In their latest attempt to incite panic and sell ad space, the talking heads on Chicken Noodle News (CNN) are rubbing their hands with glee at the prospect of mass deaths in countries with less developed health care systems. You can almost see the glint in their eye, hoping that much of the population in countries like Iran will be wiped out. But given that about 80% of Iran’s population is under 54 years old, that’s unlikely. It’s times like this I’m glad I live on an island that can isolate itself.
COVID-19 is peculiar in who it affects the most and least. The average age of those who die is 75, and the vast majority of those who died were over 50 and had other health issues (e.g. diabetes, cancer, heart conditions, etc.). Those least affected have been children under 10, youths under 20, pregnant women and women in general. I have not seen any mention of deaths among pregnant women and those under age 20, and reports said less than 200 children worldwide were sick. It makes you wonder if there’s something specific about age and resistance to the disease. Medical staff in China who contracted the disease and died were younger (in their 30s), but they were constantly exposed and in close proximity, on top of working 16+ hours per day without days off since they began working.
If COVID-19 becomes a worldwide pandemic, it’s likely not poor countries or countries with large populations of young people that will be hardest hit. Rather, those with aging populations and “first world lifestyles” will likely suffer the most.
Stephanie Soucheray | News Reporter | CIDRAP News | Feb 24, 2020
Researchers from China’s Center for Disease Control and Prevention today describe the clinical findings on more than 72,000 COVID-19 cases reported in mainland China, which reveal a case-fatality rate (CFR) of 2.3% and suggest most cases are mild, but the disease hits the elderly the hardest.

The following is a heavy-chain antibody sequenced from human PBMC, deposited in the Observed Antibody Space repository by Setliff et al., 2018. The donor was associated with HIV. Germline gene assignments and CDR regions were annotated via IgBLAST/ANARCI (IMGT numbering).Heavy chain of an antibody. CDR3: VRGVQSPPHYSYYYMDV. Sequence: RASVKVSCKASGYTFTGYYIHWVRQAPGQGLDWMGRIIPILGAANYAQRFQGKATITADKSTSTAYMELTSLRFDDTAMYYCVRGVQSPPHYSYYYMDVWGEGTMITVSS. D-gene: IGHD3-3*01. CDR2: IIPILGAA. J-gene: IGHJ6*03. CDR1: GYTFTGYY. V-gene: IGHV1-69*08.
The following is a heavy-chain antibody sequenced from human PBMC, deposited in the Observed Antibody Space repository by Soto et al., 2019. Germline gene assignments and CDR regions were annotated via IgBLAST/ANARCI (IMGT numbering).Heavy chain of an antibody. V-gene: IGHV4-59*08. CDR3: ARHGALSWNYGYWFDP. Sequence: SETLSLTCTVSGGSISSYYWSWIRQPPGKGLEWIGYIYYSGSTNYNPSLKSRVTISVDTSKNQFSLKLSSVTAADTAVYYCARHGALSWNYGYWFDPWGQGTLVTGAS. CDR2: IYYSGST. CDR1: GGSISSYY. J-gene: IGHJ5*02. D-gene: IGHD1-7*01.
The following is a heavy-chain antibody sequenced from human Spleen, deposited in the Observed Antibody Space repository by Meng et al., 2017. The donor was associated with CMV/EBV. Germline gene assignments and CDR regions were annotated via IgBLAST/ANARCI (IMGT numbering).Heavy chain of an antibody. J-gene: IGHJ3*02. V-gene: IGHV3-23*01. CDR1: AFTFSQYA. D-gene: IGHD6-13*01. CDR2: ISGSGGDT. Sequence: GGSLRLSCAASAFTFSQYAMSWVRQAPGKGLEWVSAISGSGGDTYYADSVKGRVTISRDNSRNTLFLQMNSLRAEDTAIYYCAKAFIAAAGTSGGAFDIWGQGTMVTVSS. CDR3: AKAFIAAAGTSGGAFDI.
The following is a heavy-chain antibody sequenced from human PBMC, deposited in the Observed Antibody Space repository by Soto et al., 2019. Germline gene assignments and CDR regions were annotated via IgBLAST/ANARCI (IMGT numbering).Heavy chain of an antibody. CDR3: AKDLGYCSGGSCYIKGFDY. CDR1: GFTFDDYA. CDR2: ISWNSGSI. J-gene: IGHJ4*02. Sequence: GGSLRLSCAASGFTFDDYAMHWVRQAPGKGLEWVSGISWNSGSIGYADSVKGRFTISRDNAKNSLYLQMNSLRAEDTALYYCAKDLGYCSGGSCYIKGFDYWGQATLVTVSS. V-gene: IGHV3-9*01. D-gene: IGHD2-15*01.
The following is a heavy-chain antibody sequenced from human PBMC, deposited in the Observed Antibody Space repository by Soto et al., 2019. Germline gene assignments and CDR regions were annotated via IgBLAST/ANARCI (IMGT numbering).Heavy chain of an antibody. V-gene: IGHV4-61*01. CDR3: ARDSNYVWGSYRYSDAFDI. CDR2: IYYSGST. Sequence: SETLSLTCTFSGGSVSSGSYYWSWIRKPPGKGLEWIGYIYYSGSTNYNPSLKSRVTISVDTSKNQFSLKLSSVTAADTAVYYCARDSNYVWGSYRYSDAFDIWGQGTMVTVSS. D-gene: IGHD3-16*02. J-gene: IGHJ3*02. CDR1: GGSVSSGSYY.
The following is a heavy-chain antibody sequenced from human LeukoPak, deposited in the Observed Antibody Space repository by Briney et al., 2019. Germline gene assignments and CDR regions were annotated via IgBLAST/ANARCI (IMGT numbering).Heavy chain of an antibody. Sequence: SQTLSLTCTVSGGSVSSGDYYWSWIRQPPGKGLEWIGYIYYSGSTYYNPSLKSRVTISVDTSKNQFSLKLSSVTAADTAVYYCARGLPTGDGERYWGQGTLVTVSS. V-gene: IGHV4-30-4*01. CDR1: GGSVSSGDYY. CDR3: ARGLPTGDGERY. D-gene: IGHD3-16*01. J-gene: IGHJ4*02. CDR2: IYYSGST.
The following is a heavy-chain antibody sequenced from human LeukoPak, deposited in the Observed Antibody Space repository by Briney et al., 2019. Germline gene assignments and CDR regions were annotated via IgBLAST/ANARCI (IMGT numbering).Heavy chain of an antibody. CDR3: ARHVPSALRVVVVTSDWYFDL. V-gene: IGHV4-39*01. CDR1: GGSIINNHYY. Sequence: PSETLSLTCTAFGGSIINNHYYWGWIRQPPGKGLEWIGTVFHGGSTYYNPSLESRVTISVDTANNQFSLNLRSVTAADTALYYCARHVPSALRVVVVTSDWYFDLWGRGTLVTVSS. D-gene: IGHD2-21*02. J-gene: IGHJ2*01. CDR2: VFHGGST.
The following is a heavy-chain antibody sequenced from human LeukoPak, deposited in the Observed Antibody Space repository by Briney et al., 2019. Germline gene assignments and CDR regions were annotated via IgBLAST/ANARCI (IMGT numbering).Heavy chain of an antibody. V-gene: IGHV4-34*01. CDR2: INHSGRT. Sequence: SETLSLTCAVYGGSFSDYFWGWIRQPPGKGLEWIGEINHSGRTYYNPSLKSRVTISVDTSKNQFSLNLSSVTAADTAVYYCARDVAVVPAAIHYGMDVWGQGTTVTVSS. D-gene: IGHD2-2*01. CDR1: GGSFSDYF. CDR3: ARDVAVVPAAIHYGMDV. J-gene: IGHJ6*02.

The study, published in JAMA, is the largest patient-based study on the novel coronavirus, which was first connected to seafood market in Wuhan, China, in December, and has since traversed the globe.
Death rate in critically ill: 49% or higher
A total of 72,314 COVID-19 cases, diagnosed through Feb 11 were used for the study. Of the 72,314 cases, 44,672 were classified as confirmed cases of COVID-19 (62%; diagnosis based on positive throat swab samples), 16,186 as suspected cases (diagnosis based on symptoms and exposures only), 10,567 as clinically diagnosed cases (from Hubei province only, diagnoses based on symptoms, including lung x-ray), and 889 as asymptomatic cases (diagnosis by positive test result but lacking typical symptoms).
“Most cases were diagnosed in Hubei Province (75%) and most reported Wuhan-related exposures (86%; ie, Wuhan resident or visitor or close contact with Wuhan resident or visitor,” the authors said.
Eighty-seven percent of patients were aged 30 to 79 years (38,680 cases). This age-group was the most affected by a wide margin, followed by ages 20 to 29 (3,619 cases, or 8%), those 80 and older (1,408 cases, or 3%), and 1% each in ages less than 10 and 10 to 19 years.
Of the confirmed cases, 1,023 patients—all in critical condition—died from the virus, which results in a CFR of 2.3%. The CFR jumped considerably among older patients, to 14.8% in patients 80 and older, and 8.0% in patients ages 70 to 79. Among the critically ill, the CFR was 49.0%.
A smaller study today based on 52 critically ill patients at a Wuhan hospital confirms this finding. Thirty-two of the 52 critically ill patients (61.5%) died, and older age and acute respiratory distress syndrome were correlated with mortality.
The authors of the smaller study also found that 30 (81%) of 37 patients requiring mechanical ventilation had died by 28 days.